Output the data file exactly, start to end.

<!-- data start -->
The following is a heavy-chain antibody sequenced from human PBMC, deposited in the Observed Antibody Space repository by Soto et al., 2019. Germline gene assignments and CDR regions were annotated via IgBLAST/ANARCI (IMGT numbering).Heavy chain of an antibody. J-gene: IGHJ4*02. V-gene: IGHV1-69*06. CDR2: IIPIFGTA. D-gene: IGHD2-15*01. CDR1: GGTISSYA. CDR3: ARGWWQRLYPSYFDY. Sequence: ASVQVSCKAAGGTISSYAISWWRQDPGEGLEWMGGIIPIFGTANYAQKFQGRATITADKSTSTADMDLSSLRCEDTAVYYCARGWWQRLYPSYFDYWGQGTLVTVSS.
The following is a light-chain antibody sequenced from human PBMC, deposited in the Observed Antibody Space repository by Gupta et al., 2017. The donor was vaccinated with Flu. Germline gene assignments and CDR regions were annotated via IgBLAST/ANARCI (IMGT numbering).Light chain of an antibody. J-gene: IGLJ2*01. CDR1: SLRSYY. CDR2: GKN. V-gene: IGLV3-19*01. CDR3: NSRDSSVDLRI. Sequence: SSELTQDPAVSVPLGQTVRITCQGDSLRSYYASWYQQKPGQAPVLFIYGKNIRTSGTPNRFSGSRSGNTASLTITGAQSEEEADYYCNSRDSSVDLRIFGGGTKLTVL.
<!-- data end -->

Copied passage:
The following is a heavy-chain antibody sequenced from human PBMC, deposited in the Observed Antibody Space repository by Soto et al., 2019. Germline gene assignments and CDR regions were annotated via IgBLAST/ANARCI (IMGT numbering).Heavy chain of an antibody. J-gene: IGHJ4*02. V-gene: IGHV1-69*06. CDR2: IIPIFGTA. D-gene: IGHD2-15*01. CDR1: GGTISSYA. CDR3: ARGWWQRLYPSYFDY. Sequence: ASVQVSCKAAGGTISSYAISWWRQDPGEGLEWMGGIIPIFGTANYAQKFQGRATITADKSTSTADMDLSSLRCEDTAVYYCARGWWQRLYPSYFDYWGQGTLVTVSS.
The following is a light-chain antibody sequenced from human PBMC, deposited in the Observed Antibody Space repository by Gupta et al., 2017. The donor was vaccinated with Flu. Germline gene assignments and CDR regions were annotated via IgBLAST/ANARCI (IMGT numbering).Light chain of an antibody. J-gene: IGLJ2*01. CDR1: SLRSYY. CDR2: GKN. V-gene: IGLV3-19*01. CDR3: NSRDSSVDLRI. Sequence: SSELTQDPAVSVPLGQTVRITCQGDSLRSYYASWYQQKPGQAPVLFIYGKNIRTSGTPNRFSGSRSGNTASLTITGAQSEEEADYYCNSRDSSVDLRIFGGGTKLTVL.